South America is some way behind other continents in quantum information science research. Yet that doesn’t mean all is quiet on this front
Cauldron of Humanity
Brazil — just the word conjures up scenes of the exotic: its football artistry. The samba drum beats, the cool 60s vibe feel of bossa nova and even the lyrical beauty found in the pages of Paulo Coelho’s magical realism.
And, of course, palm trees.
Yet there is another side, a much darker one: the years of a military dictatorship. The poverty in the favelas and endemic corruption.
Tragic, really, like a doctor’s handwriting.
All these things have, however, created a country of dichotomies, anomalies and absurdities. An interesting cauldron of humanity in one of the largest and most populace countries on earth.
But among all this is still another side, an intellectualism that has a long tradition bordering the Southern Cone. For instance, the first scientific journal in Brazil, Arquivos do Museu Nacional, was established way back in 1876.
And they’ve got some damn fine scientists, too:
Physicist Sonja Ashauer, the first woman in Brazil to earn a Ph.D. Advocate of public health, Oswaldo Cruz. Bacteriologists Carlos Chagas. Molecular biologist and geneticist, Mayana Zatz. Suzana Herculano-Houzel, a neuroscientist who counted the number of neurons in the human brain.
Over the last few decades, the big wigs in Brasilia — the nation’s capital — have made key improvements in high-tech R&D, and even though Brazil, along with Chile, leads the way in tech startups and the university-level scientific research on the continent, recent moves by President Jair Bolsonaro to slash funding at the Ministry of Science, Technology, Innovation and Communications have seen outcries in some quarters.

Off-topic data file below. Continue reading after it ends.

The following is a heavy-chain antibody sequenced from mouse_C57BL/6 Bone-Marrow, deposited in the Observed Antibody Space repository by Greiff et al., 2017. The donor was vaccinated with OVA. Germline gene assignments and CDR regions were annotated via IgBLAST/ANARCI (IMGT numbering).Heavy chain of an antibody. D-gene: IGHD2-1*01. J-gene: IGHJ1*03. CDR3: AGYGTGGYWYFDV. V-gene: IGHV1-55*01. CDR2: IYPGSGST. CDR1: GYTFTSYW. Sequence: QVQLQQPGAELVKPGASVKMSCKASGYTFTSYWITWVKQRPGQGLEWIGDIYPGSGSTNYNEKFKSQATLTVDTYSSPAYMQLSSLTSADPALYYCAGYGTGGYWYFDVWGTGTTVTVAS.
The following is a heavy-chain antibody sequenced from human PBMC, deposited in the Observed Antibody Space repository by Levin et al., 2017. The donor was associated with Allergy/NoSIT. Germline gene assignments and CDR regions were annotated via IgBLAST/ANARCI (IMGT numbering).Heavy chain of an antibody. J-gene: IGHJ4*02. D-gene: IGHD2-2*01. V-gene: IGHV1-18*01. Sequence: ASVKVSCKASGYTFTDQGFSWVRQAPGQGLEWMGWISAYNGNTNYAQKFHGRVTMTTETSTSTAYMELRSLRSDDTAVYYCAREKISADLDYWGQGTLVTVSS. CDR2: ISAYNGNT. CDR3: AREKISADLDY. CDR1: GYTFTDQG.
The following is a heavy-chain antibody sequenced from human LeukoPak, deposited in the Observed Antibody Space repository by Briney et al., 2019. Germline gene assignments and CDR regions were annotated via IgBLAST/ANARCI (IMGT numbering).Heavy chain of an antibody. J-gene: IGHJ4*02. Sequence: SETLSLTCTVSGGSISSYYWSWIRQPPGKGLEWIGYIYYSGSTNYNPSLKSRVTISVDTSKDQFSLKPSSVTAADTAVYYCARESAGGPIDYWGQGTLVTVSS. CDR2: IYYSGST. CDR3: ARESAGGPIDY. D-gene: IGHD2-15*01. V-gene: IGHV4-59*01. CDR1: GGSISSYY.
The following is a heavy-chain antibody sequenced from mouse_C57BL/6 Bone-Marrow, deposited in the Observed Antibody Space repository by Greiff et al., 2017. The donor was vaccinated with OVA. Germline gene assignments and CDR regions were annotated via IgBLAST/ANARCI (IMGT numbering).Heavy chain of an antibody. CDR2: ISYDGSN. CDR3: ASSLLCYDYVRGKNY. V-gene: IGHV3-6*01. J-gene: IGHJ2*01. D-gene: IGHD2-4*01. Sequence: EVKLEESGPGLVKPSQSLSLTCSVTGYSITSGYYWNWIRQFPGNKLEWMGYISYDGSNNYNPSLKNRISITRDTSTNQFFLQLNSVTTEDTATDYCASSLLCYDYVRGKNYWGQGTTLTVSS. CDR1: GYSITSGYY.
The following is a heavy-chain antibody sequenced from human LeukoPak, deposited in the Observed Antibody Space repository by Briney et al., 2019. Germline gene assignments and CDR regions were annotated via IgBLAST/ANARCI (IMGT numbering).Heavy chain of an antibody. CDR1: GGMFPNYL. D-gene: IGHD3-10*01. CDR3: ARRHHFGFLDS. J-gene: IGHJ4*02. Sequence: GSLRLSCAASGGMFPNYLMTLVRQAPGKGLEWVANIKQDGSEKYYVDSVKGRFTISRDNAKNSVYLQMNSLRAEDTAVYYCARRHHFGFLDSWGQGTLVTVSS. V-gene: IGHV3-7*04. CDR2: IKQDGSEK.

Educational institutions such as the University of São Paulo, the University of Campinas and the Federal University of Minas Gerais in Belo Horizonte have some of the best research facilities on the continent.
Whether they suffer from the austerity measures is yet to be seen.
Of all the areas where funding is a crucial component in the future is quantum computing (QC). To date, unlike in North America, Europe and Asia, Brazil lags behind in terms of investment in the public and private sectors.
One initiative, located in the Imperial City of Petrópolis, Rio de Janeiro state, is the Quantum Computing Group at the National Laboratory for Scientific Computing.
Quantum Computing Group
Headed by a team of top researchers and adjunct professors that lead a group of collaborators from the University of Latvia, the University of the Republic, Uruguay and a cadre of enthusiastic Ph.D. students, the lab is fully-stocked on qubit brain cells to carve out enough quantum creativity for the rest of the 21st century.
In charge of research is Renato Portugal, who gained his physics Ph.D. in the late 1990s from the Brazilian Center for Research in Physics (CBPF). Later, his postdoctoral research took him to the University of Waterloo, Canada.
The main goal of the group is to organize scientific workshops, social meetings, and interactions between the wider QC world in Brazil and beyond.
‘There is no point building quantum computers if we are to use them in the same way we use classical computers. Algorithms must be rewritten, and new techniques for simulating physical systems must be developed.’
— Renato Portugal: Quantum Walks and Search Algorithms (2018)
At the time of publication, the group’s scientific research focusses on the following areas:
— Quantum Walks
— Quantum Algorithms
— Simulation of Quantum Algorithms in Classical Computers
— Hidden Subgroup Problem
— Reversible Computing
— Quantum Games
— Quantum Information
Developing exciting simulations on quantum principles, using high-performance computing (HPC) in Python, C, OpenCL, Cuda, and Neblina coding languages, this talented group from Petrópolis knows the future is QC.
TQD hopes the rest of América do Sul knows that too, bringing an era in R&D in quantum information science to a new level in Brazil and the continent in general.